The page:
The prevalence of user innovation and free innovation transfers: Implications for statistical indicators and innovation policy
Von Hippel, Eric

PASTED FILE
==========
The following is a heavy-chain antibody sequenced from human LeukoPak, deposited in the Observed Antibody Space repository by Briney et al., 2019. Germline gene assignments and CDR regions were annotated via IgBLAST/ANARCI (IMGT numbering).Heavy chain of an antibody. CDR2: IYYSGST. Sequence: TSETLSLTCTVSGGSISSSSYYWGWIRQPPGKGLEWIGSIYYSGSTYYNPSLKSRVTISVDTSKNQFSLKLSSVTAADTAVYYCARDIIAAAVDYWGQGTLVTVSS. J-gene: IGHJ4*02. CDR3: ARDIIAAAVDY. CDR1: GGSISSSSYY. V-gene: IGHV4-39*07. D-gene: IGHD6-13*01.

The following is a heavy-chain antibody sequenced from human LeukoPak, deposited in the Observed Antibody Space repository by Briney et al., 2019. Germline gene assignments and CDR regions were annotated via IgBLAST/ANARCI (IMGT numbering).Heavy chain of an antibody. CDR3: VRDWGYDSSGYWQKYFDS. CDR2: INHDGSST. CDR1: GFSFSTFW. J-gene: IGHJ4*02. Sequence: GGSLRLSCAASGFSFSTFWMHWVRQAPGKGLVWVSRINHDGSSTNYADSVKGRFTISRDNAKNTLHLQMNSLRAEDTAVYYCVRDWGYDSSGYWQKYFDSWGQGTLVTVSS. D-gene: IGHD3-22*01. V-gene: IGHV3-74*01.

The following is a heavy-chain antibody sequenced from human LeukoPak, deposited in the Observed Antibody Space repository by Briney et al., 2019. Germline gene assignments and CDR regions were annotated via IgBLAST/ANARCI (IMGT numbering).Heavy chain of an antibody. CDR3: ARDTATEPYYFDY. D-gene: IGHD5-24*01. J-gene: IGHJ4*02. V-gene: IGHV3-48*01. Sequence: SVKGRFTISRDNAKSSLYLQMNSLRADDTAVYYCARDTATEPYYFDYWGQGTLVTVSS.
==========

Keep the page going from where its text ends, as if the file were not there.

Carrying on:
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Statistical indicators have not kept pace with innovation research. Today, it is well understood that many industrial and consumer products are developed by users, and that many innovations developed at private cost are freely shared. New statistical indicators will empower policymakers to take advantage of the latest research findings in their innovation policymaking, and will enable them to benefit from improved measurement of resulting policy impacts. In this paper, we report upon a pilot project in which a novel set of statistical indicators were deployed in a 2007 survey of 1,219 Canadian manufacturing plants. The plants all developed or modified “advanced” process technologies for in-house use. Responses to the survey showed that data on both user innovation and the transfers of these innovations could be reliably collected, and that novel findings important to policymaking would result. One such finding: About 20% of the user-innovators surveyed reported transferring their innovations to other users and/or equipment suppliers – and the majority of these at least sometimes did so at no charge to recipients. Since cost-free sharing of innovations is understood to result in greater social welfare than licensing for a fee, innovation rates being equal, this finding has important public policy implications. Current government innovation policies tend to favor and even to subsidize the obtaining of intellectual property rights as a means of encouraging innovation. If a significant fraction of user-innovators in the economy are already freely revealing their innovations - despite the availability of intellectual property grants - perhaps intellectual property rights policies should be reexamined. We propose that improved versions of the novel statistical indicators piloted here should be integrated into official statistics so that user innovation, and related matters such as voluntary spillovers of innovation-related information, can be better monitored, better understood, and better managed.
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